And the crowd was not limited to young children and their parents.
Logan Moon, 26, and his girlfriend, Samantha Ysaguirre, 24, made the trip to Sheridan from Victoria in just over an hour to visit the water park nearest to home. They had not been to a water park for a few years and wanted to check out the newest attraction for “a change of pace.”
Splashway Waterpark and Campground opened in 1998. Splashway guests are allowed to take ice chests inside the park area, or they can order from Splashburger, Ray’s Cafe or Beachside Pizzeria. They also can reserve cabanas that provide full food and beverage service with the push of a button.
Group specials and season passes are available for the water park, and the 100-acre property also features putt-putt golf and laser tag for Splashway and other guests at an additional cost. Other amenities, such as kayaking, golf cart rental and paddleboating, are reserved for campground guests only.
ProSlide has developed attractions in the United States, China, the Middle East and Europe, and Ray Smegal, chief commercial officer for the Canadian company, said in a video that Dueling Splash Blasters “is really the best of the best of the best.”
A 72-year-old Cuero man died Monday morning in a single-vehicle crash after his pickup rolled on U.S. 59 near Sparkman Road in Victoria.
Kenneth Birchfield was pronounced dead at the scene of the crash, said Senior Police Officer David Brogger, department spokesman. His sole passenger, a 14-year-old boy who was a family friend, was uninjured, Brogger said.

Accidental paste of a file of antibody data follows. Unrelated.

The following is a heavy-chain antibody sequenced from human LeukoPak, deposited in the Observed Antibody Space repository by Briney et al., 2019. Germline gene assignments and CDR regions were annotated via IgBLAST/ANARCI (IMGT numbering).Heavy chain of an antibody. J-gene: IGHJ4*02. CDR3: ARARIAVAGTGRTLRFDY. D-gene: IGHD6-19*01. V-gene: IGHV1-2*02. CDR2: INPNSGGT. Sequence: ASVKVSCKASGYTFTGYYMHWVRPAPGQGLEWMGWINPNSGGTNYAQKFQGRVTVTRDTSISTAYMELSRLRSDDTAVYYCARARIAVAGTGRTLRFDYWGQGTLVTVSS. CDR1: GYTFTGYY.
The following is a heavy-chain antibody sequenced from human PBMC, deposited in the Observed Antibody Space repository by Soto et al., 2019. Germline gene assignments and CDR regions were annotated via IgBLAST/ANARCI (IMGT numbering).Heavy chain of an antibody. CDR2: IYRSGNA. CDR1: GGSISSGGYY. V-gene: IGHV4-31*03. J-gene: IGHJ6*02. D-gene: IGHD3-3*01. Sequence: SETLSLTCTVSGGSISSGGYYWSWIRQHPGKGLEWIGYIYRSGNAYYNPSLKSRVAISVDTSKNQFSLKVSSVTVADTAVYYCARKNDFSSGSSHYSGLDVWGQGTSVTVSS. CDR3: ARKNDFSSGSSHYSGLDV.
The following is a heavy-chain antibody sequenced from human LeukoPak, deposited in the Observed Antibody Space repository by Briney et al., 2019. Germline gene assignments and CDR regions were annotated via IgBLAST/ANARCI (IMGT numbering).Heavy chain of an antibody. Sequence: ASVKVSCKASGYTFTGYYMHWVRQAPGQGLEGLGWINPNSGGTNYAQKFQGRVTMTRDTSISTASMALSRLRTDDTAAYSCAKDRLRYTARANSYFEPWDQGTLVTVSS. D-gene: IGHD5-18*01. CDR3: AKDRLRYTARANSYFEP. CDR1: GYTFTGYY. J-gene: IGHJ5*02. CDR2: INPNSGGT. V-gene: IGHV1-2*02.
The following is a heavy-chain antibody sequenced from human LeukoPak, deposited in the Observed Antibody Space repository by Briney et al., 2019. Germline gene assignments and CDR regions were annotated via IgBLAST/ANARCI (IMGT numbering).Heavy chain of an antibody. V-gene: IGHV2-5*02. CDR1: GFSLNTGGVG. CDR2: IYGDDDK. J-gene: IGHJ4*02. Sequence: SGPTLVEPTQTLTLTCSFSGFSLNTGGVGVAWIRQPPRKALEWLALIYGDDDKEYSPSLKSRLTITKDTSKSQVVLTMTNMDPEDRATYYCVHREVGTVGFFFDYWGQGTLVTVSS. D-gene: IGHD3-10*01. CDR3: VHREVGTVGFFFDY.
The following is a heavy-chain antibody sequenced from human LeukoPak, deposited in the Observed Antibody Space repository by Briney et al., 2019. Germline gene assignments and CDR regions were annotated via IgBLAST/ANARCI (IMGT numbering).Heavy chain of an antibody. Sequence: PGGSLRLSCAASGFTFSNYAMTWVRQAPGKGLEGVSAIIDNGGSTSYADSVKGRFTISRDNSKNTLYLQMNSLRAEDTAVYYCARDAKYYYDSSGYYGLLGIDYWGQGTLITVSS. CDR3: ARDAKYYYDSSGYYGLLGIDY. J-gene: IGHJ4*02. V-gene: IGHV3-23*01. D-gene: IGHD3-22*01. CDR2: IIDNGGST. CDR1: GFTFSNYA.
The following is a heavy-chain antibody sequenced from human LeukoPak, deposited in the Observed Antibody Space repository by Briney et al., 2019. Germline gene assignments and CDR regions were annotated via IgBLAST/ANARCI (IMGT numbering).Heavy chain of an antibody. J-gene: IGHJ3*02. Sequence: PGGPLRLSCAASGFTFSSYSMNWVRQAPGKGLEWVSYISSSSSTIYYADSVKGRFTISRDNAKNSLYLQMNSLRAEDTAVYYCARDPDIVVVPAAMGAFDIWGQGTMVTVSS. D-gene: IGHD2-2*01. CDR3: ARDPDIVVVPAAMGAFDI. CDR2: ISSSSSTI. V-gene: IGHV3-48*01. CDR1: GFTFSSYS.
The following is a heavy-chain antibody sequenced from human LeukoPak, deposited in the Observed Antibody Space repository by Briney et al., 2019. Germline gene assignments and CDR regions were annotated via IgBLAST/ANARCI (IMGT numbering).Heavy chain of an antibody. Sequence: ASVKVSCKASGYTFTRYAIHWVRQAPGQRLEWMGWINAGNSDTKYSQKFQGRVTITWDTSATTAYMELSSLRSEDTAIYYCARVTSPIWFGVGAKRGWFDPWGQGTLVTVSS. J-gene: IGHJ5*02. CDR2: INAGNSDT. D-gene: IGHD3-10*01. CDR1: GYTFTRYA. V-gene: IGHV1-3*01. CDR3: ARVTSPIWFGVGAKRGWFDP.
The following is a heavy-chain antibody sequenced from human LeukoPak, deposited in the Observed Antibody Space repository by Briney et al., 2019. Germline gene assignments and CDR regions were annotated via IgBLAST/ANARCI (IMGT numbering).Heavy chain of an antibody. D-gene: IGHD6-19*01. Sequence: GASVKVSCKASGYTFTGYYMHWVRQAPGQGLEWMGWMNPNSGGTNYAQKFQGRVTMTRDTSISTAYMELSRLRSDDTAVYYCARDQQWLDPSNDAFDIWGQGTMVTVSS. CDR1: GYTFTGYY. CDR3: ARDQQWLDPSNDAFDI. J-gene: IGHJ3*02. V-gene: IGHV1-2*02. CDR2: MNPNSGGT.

Both of the truck’s occupants were wearing seat belts, Brogger said.
About 10:50 a.m., Birchfield’s southbound silver Chevrolet 3500 slipped into a ditch along the highway’s right-hand shoulder and rolled, Brogger said.
It was unclear why Birchfield’s truck left the roadway, Brogger said.
Precinct 3 Justice of the Peace Robert Whitaker is presiding over the death. He has requested an autopsy through Central Texas Autopsy in Lockhart.
Family members could not be reached Monday.
An Edna man died Friday evening while kayaking, Jackson County Sheriff Andy Louderback said Monday.
The Jackson County Sheriff’s Office received a call after 7 p.m. Friday about an incident at a private pond on County Road 118, Louderback said.
Adrian DeLeon, 22, was kayaking with a 3-year-old boy when the kayak overturned, he said. DeLeon was able to save the toddler and hand him over to another person at the pond but was unable to save himself.
DeLeon was pronounced dead at the scene, Louderback said. The 3-year-old was not injured. Louderback said he did not know whether the child was related to DeLeon.
Those who plan to be on the water, whether kayaking, swimming or boating, need to make sure to take safety measures, Louderback said.
“Please prepare yourself with life jackets and life preservers for all who are out on the water,” he said.